27:30 “We’re 100% dedicated brewery and no barley comes in, sort of a no gluten allowed setup. So if you then go to a contract brewer, which is what these big guys are doing and say hey, brew me a gluten-free beer, then that contract brewer is going to make sure that throughout their whole manufacturing process, they are doing everything to avoid gluten.”

28:19 “We do offer it to other breweries if they want to but when they realize the price of that malt compared to barley, they’re kind of go, uhh. Then we talk about how they’re going to clean their mill, which you can’t do, so how are you going to mill that barley to brew with it? How are you going to clean your tanks? All those sort of things. And I say, well, why don’t you just buy my beer?”

Background

TWØBAYS Brewing Co was born from the need to avoid gluten and a trip to America which opened the eyes of Founder, Richard Jeffares, to breweries in Portland, Seattle, Denver and Montreal who were crafting high quality, gluten-free beers, so he decided to bring high-quality craft beers to Australia.

HIGHLIGHTS

01:49 Introduction to TWØBAYS

05:41 Creating gluten-free beer in Australia

09:23 Marketing TWØBAYS

16:27 Expansion and markers of success

25:07 Competing with the big names

RESOURCES

https://www.twobays.beer/

https://www.instagram.com/twobaysbeer/

https://www.facebook.com/twobaysbeer

The difficult (but not impossible) task of content marketing for startups

Many startups have this issue, they want to play the long game and create a content marketing strategy that will bring the people in. These startups understand that they won’t see an ROI on it for months and that it’ll eventually help them in many ways. From helping them become authorities in their industries, to helping their SEO and getting themselves higher in the SERPs.

The problem in this is that it could be difficult for a startup to follow the process of content marketing cause they are such a new company. Also, they can’t afford to really pay someone to do it for them. I wanted to go through what startups might have to look at when it comes to putting together a content marketing strategy, and where they may fall over.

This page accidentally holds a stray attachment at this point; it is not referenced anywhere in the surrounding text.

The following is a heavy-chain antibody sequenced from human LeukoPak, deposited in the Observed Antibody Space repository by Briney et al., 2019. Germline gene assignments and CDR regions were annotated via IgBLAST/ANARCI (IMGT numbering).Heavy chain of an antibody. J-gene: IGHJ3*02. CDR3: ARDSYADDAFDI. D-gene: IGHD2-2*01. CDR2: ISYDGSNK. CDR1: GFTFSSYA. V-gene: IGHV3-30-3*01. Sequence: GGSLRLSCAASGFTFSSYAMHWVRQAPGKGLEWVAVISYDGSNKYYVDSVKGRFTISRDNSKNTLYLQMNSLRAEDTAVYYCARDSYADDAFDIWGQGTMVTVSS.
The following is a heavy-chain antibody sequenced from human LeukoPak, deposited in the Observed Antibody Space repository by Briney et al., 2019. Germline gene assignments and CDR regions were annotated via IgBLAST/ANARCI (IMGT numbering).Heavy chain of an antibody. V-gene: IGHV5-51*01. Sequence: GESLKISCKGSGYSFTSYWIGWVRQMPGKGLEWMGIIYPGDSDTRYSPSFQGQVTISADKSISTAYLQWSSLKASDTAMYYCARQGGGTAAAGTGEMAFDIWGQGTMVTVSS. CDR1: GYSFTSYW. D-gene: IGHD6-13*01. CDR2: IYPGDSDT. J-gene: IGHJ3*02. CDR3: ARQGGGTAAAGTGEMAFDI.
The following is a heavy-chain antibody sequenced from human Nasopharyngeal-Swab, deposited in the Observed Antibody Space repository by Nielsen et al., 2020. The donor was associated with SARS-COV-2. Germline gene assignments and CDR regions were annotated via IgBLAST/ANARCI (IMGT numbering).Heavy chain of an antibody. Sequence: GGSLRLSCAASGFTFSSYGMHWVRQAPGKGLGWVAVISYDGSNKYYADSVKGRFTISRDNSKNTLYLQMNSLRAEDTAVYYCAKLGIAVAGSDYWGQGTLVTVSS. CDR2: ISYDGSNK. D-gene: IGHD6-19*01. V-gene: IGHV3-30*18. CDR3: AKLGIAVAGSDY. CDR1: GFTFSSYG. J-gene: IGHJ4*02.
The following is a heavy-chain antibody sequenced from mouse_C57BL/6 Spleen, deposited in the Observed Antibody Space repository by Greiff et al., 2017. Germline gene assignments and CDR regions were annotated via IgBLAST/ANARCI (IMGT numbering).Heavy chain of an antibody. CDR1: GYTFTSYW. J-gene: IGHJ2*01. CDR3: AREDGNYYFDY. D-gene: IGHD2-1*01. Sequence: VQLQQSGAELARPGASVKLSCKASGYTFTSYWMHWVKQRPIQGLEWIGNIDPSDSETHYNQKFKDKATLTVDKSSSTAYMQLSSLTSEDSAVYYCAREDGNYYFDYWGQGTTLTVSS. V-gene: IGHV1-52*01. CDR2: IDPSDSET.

Getting Started

When it comes to putting together your strategy, you’ll need to understand two things:

  • Your goals for the content
  • Your mission statement

This automatically can be an issue for startups as they may not have time to put into understanding their goals and what their overall mission statement is. There is somewhat good news though, as your startup is solving a problem, yes?

This is something you can write about, to begin with as it’ll come with some pretty awesome benefits.

Finding your audience

One of the main things that writing about your problem can help your startup is building your its audience. This is a great way to start to see who engages with your content, and this may give you insights into who your first users could be.

If you write about specific problems that your features make easier, engagement metrics can help you decided what should be focused on. This will definitely help startups who are indecisive about the MVP or features for their version one launch.